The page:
A shooting at the Navy Yard in DC and a fatal stabbing in Seattle's Pioneer Square again raise questions about public safety and mental health care. Seattle's race for mayor sees a new round of polling and endorsements. Plus, Pope Francis says Catholics need to find "a new balance" on issues like abortion and homosexuality. What stories were you following this week?
Alan Northrop in May waiting outside the office of Gov. Jay Inslee before Inslee signed a measure that would allow people who have been wrongfully convicted to seek state compensation for the years they were imprisoned.
Compensating The Wrongfully Convicted Imagine you’re wrongfully convicted of a violent crime and sent to prison. After many years, you’re exonerated by DNA evidence and released. When you leave prison, you get zero compensation from the state for the time you spent in jail. That used to be a probable scenario, but thanks to a new law that went into effect on Sunday, people wrongfully convicted of crimes are now allowed to file a claim for damages up to $50,000 against the state. We talk with Alan Northrop, who was convicted of rape, burglary and kidnapping in 1993 and exonerated and released from prison in 2010.
Former President Carter Plans North Korea Trip Former President Jimmy Carter is reportedly planning a trip to North Korea. The White House confirmed Carter’s plans on Monday. He’s expected to try to win the release of Kenneth Bae, the Lynnwood man sentenced to 15 years of hard labor for “committing hostile acts” against the North Korean government. We talk with Professor Charles Armstrong of Columbia University about Kenneth Bae and the delicate dance of diplomacy with the North Korean regime.
The Pope's Performance Abroad Pope Francis spent his first week abroad in Brazil. When asked about homosexual clergy, Francis said, "If someone is gay and he searches for the Lord and has good will, who am I to judge?" What did Francis reveal about his character and agenda during his travels? National Catholic Reporter's Jamie Mans on and Father Paul Janowiak of Santa Clara University join us.
The Weather And Hike Of The Week Michael Fagin suggests a hike that matches the week’s weather forecast.
Pope Francis returned to Rome on Monday after his trip to Brazil. The flight included a news conference in which the pope struck a conciliatory tone about gay Catholics. He also explained what he keeps in his black bag.
Gay people should be integrated into society instead of ostracized, Pope Francis told journalists after his weeklong trip to Brazil. Answering a question about reports of homosexuals in the clergy, the pope answered, "If someone is gay and he searches for the Lord and has good will, who am I to judge?"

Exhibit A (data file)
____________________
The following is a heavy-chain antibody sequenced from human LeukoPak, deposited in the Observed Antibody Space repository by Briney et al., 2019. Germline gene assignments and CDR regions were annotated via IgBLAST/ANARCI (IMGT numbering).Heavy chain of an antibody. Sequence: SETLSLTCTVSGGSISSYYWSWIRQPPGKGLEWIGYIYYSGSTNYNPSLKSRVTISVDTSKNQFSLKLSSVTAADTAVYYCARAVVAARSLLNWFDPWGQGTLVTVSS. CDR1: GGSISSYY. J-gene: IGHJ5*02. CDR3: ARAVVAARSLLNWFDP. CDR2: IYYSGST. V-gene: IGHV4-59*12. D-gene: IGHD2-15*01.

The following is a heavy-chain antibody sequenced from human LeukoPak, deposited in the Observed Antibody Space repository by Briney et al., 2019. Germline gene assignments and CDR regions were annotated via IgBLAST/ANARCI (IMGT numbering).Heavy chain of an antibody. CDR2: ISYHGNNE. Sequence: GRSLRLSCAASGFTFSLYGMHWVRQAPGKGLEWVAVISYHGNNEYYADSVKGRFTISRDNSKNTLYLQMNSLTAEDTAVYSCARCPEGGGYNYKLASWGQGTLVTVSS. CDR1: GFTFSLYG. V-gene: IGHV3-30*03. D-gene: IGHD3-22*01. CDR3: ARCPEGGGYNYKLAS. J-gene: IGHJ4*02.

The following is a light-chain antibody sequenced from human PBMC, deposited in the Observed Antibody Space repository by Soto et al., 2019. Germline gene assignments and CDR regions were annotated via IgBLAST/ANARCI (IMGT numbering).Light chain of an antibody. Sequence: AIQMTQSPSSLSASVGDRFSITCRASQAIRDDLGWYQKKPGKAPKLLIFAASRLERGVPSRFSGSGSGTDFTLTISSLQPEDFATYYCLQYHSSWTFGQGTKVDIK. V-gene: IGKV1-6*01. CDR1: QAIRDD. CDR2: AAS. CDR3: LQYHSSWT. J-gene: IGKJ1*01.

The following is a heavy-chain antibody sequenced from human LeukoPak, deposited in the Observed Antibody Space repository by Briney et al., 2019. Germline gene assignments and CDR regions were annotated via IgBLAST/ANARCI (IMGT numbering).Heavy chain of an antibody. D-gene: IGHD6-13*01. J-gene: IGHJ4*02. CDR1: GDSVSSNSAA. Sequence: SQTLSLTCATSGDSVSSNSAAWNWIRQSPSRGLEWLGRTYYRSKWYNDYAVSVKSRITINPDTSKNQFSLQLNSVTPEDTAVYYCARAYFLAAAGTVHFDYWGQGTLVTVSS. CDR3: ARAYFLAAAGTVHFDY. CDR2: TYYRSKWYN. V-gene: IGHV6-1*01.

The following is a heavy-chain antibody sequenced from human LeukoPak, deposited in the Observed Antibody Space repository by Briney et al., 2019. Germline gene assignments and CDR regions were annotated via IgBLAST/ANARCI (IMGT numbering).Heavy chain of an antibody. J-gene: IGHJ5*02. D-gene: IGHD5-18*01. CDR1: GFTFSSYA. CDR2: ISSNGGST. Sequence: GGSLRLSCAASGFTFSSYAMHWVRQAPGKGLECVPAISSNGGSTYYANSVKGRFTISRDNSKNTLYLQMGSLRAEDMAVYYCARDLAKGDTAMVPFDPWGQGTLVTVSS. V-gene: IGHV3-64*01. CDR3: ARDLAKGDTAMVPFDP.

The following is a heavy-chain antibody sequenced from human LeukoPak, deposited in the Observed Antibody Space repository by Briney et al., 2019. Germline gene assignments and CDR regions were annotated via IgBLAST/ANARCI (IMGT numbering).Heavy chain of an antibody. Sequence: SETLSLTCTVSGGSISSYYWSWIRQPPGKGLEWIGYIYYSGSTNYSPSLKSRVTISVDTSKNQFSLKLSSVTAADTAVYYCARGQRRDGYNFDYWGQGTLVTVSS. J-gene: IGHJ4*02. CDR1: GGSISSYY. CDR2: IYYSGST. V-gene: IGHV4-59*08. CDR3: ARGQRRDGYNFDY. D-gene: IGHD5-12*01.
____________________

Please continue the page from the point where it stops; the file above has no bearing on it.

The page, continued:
In what's being called an unusually broad and candid news conference, Francis took questions from reporters for more than an hour as he flew from Brazil to the Vatican; his plane landed Monday.
In the mid-1980s a dynamic young monsignor assigned to the Vatican’s embassy in Washington set out to investigate the problem of sexually abusive priests. He found a scandal in the making, confirmed by secret files revealing complaints that had been hidden from police and covered up by the Church hierarchy.
Meanwhile, a young lawyer listened to a new client describe an abusive sexual history with a priest that began when he was ten years old. The lawsuit he filed would touch off a legal war of historic and global proportions. Ross Reynolds talks with author Michael D’Antonio about his new book "Mortal Sins," which reveals this long and ferocious battle for the soul of the largest and oldest organization in the world.
What happens behind the scenes at the Vatican? Journalist John Thavis has covered the Vatican for almost 30 years, and he hopes to offer insight into its power and politics in his new book, “The Vatican Diaries.”
Thavis was in Rome when Pope Benedict XVI resigned and when Pope Francis was elected. He spoke at the Elliott Bay Book Company on April 7, 2013.
As a former Dominican nun in the Roman Catholic Church, Annette Spaulding-Convy is intimately aware of the complex messages the institution sends about women's bodies. Her poem "Bonsai Nun" finds an apt metaphor in the severe pruning required to make a tree fit the aesthetic and spiritual ideal.
Police officers are seen outside St. Peter's Square, at the Vatican, Monday, March 11, 2013. Cardinals have gathered for their final day of talks before the conclave to elect the next pope amid debate over whether the Catholic Church needs a manager pope to clean up the Vatican's messy bureaucracy or a pastoral pope who can inspire the faithful and make Catholicism relevant again.
An historic conclave to select the new pope begins today. One hundred and fifteen cardinal-electors will vote one by one to select the new leader of the Roman Catholic Church. It's the first conclave in 600 years to take place while the previous pope is still living. What's the mood in Rome right now? Writer Tiffany Parks joins us live from St. Peter’s Square to explain the conclave process and which candidates have Rome buzzing.
Black smoke rises from the chimney of the Sistine Chapel on April 18, 2005. Black smoke signaled that the cardinals sequestered inside had failed to elect a new pope, after the death of Pope John Paul II.